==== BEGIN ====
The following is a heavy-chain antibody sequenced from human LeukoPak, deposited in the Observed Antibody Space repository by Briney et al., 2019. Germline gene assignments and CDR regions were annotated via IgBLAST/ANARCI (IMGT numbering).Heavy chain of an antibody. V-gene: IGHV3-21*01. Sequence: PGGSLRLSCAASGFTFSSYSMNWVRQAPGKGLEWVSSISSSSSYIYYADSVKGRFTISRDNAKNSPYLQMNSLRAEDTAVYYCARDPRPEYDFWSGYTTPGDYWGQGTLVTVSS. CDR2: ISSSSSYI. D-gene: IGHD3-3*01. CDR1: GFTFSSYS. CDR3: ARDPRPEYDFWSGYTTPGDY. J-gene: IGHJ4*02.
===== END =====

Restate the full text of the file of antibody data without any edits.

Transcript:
The following is a heavy-chain antibody sequenced from human LeukoPak, deposited in the Observed Antibody Space repository by Briney et al., 2019. Germline gene assignments and CDR regions were annotated via IgBLAST/ANARCI (IMGT numbering).Heavy chain of an antibody. V-gene: IGHV3-21*01. Sequence: PGGSLRLSCAASGFTFSSYSMNWVRQAPGKGLEWVSSISSSSSYIYYADSVKGRFTISRDNAKNSPYLQMNSLRAEDTAVYYCARDPRPEYDFWSGYTTPGDYWGQGTLVTVSS. CDR2: ISSSSSYI. D-gene: IGHD3-3*01. CDR1: GFTFSSYS. CDR3: ARDPRPEYDFWSGYTTPGDY. J-gene: IGHJ4*02.